A Warren company has agreed to pay a $25,000 settlement in lieu of fines and civil damages for the discharge of a chemical product into Pine Creek in Lycoming County last spring.
The original fine imposed by the Pennsylvania Fish and Boat Commission (PFBC) against Pennsylvania General Energy Co. LLC of Warren was $28,960.
The fine was levied following a investigation by Pennsylvania Fish and Boat Commission waterways conservation officers and the state Department of Environmental Protection (DEP) that concluded the local company had violated the Pennsylvania Fish and Boat Code, the Clean Streams Law, the Solid Waste Management Act and DEP's oil and gas regulations.
"Fortunately, Pine Creek water flows were very high during this time and diluted the discharge to a point where it was not considered harmful," said John Arway, PFBC executive director. He noted that PGE responded to the incident and cooperated with the Fish and Boat Commission and DEP.
"Pennsylvania General Energy responded in a prompt and responsible manner to address this unforeseen incident," Dave Mashek, partner in Meinert/Mashek Communications, said earlier this month on behalf of PGE. "This action ensured that there were no environmental impacts to Pine Creek or the surrounding area."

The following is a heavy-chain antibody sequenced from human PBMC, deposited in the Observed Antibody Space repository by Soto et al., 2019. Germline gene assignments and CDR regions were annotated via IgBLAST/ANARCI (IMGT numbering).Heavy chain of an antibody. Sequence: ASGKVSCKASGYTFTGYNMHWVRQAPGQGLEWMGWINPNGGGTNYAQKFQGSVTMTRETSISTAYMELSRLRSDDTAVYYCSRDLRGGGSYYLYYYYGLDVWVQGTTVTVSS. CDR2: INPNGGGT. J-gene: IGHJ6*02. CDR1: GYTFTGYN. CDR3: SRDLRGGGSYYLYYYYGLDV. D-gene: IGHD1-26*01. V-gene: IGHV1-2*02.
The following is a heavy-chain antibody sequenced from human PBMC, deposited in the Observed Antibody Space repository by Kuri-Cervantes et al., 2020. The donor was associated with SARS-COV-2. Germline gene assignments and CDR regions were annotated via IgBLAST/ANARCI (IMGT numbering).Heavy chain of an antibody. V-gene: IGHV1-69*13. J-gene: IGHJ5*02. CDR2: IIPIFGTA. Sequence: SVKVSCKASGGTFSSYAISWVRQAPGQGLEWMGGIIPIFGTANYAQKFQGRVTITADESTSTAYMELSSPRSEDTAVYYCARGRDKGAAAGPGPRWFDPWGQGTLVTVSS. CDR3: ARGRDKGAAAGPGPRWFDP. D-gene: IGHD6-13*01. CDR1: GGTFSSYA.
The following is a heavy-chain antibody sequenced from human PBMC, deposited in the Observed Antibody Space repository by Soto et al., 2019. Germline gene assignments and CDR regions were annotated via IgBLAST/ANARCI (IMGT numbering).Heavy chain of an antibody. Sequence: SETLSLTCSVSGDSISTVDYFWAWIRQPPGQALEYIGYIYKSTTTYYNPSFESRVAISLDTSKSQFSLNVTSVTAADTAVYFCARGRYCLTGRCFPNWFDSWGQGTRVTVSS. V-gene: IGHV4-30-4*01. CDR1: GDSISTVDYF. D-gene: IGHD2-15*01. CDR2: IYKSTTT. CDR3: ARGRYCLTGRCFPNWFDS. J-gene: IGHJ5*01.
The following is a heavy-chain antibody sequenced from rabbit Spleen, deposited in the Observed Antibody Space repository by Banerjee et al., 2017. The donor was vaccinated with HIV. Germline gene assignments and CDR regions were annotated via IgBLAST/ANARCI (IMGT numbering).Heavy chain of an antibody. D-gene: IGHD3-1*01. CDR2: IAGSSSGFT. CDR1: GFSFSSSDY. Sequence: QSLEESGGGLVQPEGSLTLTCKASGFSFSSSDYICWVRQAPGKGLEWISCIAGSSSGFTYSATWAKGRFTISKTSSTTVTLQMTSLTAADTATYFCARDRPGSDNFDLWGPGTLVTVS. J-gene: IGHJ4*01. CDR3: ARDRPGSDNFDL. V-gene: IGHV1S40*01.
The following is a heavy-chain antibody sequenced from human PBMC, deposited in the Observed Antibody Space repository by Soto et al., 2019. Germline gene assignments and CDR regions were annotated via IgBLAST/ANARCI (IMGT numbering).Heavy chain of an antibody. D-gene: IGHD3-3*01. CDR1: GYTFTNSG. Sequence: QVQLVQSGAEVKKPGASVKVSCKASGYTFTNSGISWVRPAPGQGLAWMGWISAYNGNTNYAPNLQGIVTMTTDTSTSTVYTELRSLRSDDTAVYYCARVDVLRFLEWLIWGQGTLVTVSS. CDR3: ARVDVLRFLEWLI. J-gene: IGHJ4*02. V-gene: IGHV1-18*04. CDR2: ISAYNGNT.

According to a DEP release, on March 15, 2010, white foam was observed running down a mountainside stream that flowed from a spring above state Route 44 before emptying into Pine Creek in Cummings Township, Lycoming County. The discharge, fueled by spring rains, occurred between March 13 and 15, according to the DEP.
The chemical was determined to be a surfactant, Airfoam HB, a chemical wetting agent approved for industry use and the source was a "PGE Marcellus gas well site situated above the spring discharge, on the mountainside approximately 2,000 feet away," according to the release.
Surfactant or wetting agents are mixed with water to create a foam that lifts water and drill cuttings to the surface, the DEP said.
Investigators had determined that "the surfactant was pumped down the well during the drilling process and, in all probability, accumulated in a void in the sedimentary rock layers," according to the Fish and Boat Commission. The surfactant was then flushed laterally through the underground rock strata by heavy rain runoff before emerging as a soapy discharge at the spring.
Pine Creek is nationally known as a high-quality stocked trout water, heavy recreational fishing and kayaking waterway, according to the Fish and Boat Commission. It is commonly referred to as the "Pennsylvania Grand Canyon."